Forrester Research and other analysts are predicting the forthcoming release of Windows 7 will be a win for Microsoft, because of a fortuitous combination of factors. Signs of an economic recovery may increase companies' willingness to open their checkbooks for IT upgrades. That's coupled with a strong need for such upgrades after years of delaying major purchases, plus the end of support for the popular Windows XP and positive word-of-mouth that Windows 7 won't be another Vista. (For a rundown of the new OS's features, be sure to check out this piece at our CTO Edge site.)
Forty-nine percent of North American and European respondents to a recent Forrester survey expect to migrate to Windows 7, though they don't yet have a specific time frame in mind. Another 10 percent will migrate to Windows 7, though not in the next 12 months, and 7 percent either had already begun migrating to the new OS or will do so in the next 12 months. Twenty-seven percent of respondents haven't yet evaluated Windows 7 and so are unsure of their plans. One percent are skipping Windows 7 and waiting for the next iteration of Windows, 1 percent will migrate from Windows to another OS, and 5 percent don't know.
So at least 65 percent of companies are planning a move to Windows 7. Yet the price of doing so may give at least some of them pause. According to Gartner, companies can expect to pay up to $1,930 per user to move from Windows XP to Windows 7. The cost is considerably less, $339 to $510 per seat, for those moving from Vista to Windows 7, but that's only a tiny sliver of companies.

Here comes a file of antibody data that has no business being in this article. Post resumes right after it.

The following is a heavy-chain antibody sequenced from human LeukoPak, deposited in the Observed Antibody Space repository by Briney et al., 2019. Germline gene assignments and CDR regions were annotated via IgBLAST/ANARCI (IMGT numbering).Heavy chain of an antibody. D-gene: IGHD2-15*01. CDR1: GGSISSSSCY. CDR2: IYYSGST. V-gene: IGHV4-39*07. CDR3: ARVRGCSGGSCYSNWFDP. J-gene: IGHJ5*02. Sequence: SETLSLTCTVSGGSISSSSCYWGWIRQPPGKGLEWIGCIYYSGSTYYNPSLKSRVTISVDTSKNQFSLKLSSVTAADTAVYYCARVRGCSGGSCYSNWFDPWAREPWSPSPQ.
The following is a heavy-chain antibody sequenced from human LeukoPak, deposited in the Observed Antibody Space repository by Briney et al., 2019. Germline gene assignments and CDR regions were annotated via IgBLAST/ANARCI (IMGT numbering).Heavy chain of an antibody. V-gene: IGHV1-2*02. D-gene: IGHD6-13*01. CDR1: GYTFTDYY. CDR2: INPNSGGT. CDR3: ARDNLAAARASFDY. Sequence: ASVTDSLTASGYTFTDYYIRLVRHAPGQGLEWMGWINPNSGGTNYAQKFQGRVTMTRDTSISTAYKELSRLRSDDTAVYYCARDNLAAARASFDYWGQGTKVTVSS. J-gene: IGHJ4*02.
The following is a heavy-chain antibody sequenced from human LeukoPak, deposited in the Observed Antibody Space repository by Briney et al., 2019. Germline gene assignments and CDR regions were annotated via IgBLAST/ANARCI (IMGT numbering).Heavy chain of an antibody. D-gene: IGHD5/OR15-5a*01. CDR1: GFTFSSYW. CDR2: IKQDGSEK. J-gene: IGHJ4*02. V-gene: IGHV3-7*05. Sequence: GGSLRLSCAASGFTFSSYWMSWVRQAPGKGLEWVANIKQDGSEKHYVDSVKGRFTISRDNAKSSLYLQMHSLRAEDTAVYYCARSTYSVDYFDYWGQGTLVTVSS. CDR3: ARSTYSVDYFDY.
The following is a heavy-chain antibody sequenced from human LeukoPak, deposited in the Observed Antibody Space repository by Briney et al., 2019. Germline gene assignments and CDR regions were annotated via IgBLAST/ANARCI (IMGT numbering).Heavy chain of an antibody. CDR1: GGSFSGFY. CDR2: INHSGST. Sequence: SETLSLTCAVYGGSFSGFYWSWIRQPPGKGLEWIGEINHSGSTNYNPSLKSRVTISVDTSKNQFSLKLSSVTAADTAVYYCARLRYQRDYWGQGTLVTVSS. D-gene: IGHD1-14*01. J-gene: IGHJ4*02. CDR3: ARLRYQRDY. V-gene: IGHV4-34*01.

A big chunk of Windows 7 migration costs involves testing, upgrading and replacing the applications installed on users' PCs. For each PC, Gartner says large enterprises can expect to pay $150 to upgrade apps and $200 to replace apps.
I wonder how many companies might seek to defray some of these costs by swapping at least some of their on-premise applications for those that run in a cloud environment? I tracked down a story from February in which the technology director of The Telegraph Media Group said the company's purchase of 1,400 seats of Google Apps for Premier Edition would be part of a move to a broader cloud computing model. He touted flexibility rather than cost, but I expect cost played into it. Perhaps the Windows 7 migration will prompt more companies to consider such a model.
As IT Business Edge's Mike Vizard wrote earlier today, economic necessity will prompt companies to consider putting even foundational back-office applications like ERP into the cloud. Just last week, I wrote about a podcast featuring Aneel Bhusri, co-CEO of Workday, a company some have posited could offer a legitimate cloud-based alternative to on-premise ERP systems.
More radically, virtualization and cloud computing could ultimately minimize the importance of the operating system.